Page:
Private lives of animals

Published: Monday 31 May 2010

Films>> Animal RightsUK

Filmmakers should assume a right of privacy for other species just as for humans, said Brett Mills, a film studies scholar from the University of East Anglia.

He said footage of animals giving birth or mating, which in the human realm are considered deeply private, crosses an ethical line. Mills compiled a report after reviewing scenes from the bbc’s 2009 wildlife series Nature’s Great Events.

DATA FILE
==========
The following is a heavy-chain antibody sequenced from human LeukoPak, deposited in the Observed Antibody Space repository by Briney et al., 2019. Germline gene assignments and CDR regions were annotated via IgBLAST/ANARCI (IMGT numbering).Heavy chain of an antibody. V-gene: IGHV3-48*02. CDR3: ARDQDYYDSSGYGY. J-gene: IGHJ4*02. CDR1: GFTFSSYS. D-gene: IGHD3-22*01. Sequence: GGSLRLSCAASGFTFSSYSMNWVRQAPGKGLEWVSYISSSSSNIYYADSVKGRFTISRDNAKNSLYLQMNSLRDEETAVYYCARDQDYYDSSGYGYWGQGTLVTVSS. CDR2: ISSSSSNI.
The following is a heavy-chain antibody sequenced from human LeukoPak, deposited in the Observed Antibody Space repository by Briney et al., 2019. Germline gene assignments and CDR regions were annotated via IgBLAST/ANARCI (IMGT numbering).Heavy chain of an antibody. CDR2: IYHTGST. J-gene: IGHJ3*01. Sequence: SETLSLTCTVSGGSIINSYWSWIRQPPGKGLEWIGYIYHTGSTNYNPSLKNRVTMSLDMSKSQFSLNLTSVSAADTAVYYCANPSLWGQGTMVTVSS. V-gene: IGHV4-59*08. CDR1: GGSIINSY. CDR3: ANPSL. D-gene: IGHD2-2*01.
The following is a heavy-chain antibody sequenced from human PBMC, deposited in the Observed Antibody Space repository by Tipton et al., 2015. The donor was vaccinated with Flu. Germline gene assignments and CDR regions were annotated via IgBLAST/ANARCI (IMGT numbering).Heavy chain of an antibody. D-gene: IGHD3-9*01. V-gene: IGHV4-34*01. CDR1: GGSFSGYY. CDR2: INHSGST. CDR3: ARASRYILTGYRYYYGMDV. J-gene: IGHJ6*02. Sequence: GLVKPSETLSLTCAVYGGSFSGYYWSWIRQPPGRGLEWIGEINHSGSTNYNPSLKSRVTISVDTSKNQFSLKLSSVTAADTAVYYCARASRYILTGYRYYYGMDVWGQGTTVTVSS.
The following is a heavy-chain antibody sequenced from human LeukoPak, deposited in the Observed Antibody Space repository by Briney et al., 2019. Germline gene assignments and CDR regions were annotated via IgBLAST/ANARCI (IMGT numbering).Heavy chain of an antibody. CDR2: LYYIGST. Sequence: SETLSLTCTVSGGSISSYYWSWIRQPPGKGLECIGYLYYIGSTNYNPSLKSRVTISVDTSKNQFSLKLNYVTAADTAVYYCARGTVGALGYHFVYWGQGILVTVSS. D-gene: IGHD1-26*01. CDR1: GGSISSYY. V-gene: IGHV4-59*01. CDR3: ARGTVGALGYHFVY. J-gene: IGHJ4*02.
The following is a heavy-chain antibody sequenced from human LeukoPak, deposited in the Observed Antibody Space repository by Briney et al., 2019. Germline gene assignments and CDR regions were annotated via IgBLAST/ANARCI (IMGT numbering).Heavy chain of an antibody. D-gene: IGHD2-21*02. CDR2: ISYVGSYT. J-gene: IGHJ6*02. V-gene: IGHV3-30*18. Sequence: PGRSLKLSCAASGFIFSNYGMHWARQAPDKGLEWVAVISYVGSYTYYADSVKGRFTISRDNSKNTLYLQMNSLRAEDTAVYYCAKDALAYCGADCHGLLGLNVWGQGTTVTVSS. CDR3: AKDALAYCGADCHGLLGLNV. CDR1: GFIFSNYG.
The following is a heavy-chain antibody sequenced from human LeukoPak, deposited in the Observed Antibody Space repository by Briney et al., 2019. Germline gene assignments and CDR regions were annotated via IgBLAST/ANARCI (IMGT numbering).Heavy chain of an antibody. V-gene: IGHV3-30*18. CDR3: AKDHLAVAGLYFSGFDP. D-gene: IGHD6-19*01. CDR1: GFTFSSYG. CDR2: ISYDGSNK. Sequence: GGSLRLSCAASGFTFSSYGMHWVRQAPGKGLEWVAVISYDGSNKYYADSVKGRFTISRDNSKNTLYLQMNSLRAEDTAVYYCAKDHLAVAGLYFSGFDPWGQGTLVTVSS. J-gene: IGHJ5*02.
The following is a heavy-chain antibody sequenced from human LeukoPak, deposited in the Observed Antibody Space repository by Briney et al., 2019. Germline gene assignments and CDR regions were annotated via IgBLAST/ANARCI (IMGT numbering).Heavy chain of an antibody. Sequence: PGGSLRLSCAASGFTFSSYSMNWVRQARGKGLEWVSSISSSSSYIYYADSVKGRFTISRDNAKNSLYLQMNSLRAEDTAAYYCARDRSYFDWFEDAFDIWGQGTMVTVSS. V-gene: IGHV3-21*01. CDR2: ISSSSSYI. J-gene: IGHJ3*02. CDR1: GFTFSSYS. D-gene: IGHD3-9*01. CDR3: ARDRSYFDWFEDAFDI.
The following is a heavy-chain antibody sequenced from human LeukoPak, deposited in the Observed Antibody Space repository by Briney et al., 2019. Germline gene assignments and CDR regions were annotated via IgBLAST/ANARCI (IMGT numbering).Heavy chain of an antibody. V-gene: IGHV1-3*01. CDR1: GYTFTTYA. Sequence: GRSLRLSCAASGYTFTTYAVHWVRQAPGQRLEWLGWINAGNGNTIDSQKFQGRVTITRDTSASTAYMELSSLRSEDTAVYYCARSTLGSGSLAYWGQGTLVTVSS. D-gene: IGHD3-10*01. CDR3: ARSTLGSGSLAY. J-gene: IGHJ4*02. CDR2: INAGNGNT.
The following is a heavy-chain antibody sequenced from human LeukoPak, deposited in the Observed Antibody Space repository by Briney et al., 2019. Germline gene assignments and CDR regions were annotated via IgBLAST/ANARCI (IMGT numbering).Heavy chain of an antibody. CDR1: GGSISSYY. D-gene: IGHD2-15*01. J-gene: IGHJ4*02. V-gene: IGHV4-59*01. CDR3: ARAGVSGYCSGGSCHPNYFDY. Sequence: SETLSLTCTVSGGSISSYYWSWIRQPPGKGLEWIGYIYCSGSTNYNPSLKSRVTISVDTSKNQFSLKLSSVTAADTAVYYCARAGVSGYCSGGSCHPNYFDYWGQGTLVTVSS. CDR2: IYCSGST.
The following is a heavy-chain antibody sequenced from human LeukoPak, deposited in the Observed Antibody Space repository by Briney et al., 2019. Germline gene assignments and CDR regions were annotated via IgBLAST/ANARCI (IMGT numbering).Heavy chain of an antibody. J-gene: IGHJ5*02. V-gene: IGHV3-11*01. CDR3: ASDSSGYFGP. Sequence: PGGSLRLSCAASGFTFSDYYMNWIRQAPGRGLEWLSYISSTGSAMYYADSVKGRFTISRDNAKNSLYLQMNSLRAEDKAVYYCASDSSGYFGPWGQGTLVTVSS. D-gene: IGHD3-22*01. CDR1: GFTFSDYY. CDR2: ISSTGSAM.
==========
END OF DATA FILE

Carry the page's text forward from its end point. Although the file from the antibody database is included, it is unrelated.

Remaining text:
The bbc’s Natural History unit contested the report, saying, “Technology gives wildlife filmmakers the ability to film animal behaviour with minimal disruption to the animal.

Such films are vital for...conservation.” But Mills believes filming animals amounts to a level of surveillance humans would most likely object to. “We can never really know if animals are giving consent...they engage in behaviour which suggests they’d rather not encounter humans,” he said.

Subscribe to Daily Newsletter :

Comments are moderated and will be published only after the site moderator’s approval. Please use a genuine email ID and provide your name. Selected comments may also be used in the ‘Letters’ section of the Down To Earth print edition.